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Toulouse, called France’s pink city because of the rosy, glowing colours of its medieval brickwork – is a lively mixture of old and new. Renaissance mansions line the streets of the old town, where the campanile of the 12th century Basilique St-Sernin is an unmissable landmark, and graceful old bridges span the River Garonne. But Toulouse is also very much a 21st century city, as the capital of Europe’s aerospace industry and the home of Airbus Industrie. It’s a university town, so local life has a youthful edge. Toulouse is a gastronomic hub, and locals boasts that their take on cassoulet – a hearty casserole of beans, sausage, pork, and duck – is the finest that France has to offer, and is best enjoyed on a chilly autumn or winter’s day.
Main City Paris
Surface 811.6 km²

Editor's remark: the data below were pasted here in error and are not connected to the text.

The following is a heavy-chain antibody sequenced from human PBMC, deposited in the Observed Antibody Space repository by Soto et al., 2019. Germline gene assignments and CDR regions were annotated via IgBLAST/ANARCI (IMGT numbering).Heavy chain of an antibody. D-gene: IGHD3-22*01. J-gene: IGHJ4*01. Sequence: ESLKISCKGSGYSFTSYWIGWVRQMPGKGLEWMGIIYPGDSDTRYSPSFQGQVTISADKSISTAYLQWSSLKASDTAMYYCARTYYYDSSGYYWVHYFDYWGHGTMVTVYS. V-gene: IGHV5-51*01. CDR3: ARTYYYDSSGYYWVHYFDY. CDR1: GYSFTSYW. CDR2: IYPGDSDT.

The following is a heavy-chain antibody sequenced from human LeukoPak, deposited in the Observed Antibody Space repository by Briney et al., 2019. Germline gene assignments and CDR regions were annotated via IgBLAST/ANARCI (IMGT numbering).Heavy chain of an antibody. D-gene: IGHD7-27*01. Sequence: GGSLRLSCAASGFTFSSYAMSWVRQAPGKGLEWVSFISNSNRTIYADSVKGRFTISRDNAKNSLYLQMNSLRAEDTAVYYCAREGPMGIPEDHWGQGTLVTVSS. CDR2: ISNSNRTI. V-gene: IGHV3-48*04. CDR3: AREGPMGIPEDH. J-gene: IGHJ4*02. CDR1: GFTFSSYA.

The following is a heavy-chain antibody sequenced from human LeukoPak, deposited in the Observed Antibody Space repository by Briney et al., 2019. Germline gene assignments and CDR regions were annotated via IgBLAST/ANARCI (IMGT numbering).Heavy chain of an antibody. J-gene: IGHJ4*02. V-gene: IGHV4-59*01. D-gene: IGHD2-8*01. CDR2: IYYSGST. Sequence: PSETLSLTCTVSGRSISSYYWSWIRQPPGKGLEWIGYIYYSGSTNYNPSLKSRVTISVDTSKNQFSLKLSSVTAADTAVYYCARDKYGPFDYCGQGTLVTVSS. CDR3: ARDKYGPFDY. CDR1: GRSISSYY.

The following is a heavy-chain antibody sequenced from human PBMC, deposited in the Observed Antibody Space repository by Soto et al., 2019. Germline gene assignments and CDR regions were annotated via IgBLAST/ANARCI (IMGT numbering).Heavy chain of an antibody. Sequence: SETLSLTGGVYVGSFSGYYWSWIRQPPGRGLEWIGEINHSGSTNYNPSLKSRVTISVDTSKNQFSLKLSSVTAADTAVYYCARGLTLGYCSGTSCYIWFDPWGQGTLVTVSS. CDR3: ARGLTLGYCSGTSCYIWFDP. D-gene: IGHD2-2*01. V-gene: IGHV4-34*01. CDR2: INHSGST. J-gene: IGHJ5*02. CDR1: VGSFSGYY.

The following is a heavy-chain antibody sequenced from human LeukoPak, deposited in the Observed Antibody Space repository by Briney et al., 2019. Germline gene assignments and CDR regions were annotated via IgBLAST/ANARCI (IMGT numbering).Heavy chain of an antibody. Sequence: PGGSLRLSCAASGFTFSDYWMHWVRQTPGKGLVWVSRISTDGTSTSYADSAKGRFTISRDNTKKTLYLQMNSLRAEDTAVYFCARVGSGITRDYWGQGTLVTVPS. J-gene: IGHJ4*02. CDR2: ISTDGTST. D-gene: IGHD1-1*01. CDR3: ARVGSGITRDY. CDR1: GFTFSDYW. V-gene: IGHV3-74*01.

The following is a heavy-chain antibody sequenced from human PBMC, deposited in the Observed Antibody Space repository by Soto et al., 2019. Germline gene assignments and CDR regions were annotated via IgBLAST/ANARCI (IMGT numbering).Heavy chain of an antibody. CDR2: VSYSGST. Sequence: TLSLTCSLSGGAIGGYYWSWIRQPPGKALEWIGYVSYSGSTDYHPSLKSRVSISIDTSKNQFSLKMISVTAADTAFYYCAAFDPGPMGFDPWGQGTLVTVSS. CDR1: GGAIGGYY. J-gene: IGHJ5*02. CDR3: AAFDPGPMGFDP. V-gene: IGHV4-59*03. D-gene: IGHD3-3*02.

Everybody's favourite Sunday morning destination is the Brocante des Allées, a flea market that sets up once a month under the lime trees in Allée Forain-François Verdier.
The people of Toulouse take their food seriously, and they are especially fond of the restaurants in the Marché Victor Hugo, where you can join them at Le Louchebem to sample the restaurant’s signature dish, La Gilbe, a platter of four different cuts of beef, for €50. You can whet your appetite first with a stroll round this huge emporium, which is packed with stalls selling pâté, seafood, cheese, charcuterie and, of course, meat. The chevaline section is a reminder that the French eat horsemeat with gusto. There are also lots of regional specialities, such as Toulouse sausage, cassoulet and confit de canard.
In Toulouse we like to make a stop when out walking to drink a nice coffee, tea or hot chocolate. So, to stop you shivering and to give you a well-earned break, here are the five places where we love to hang out!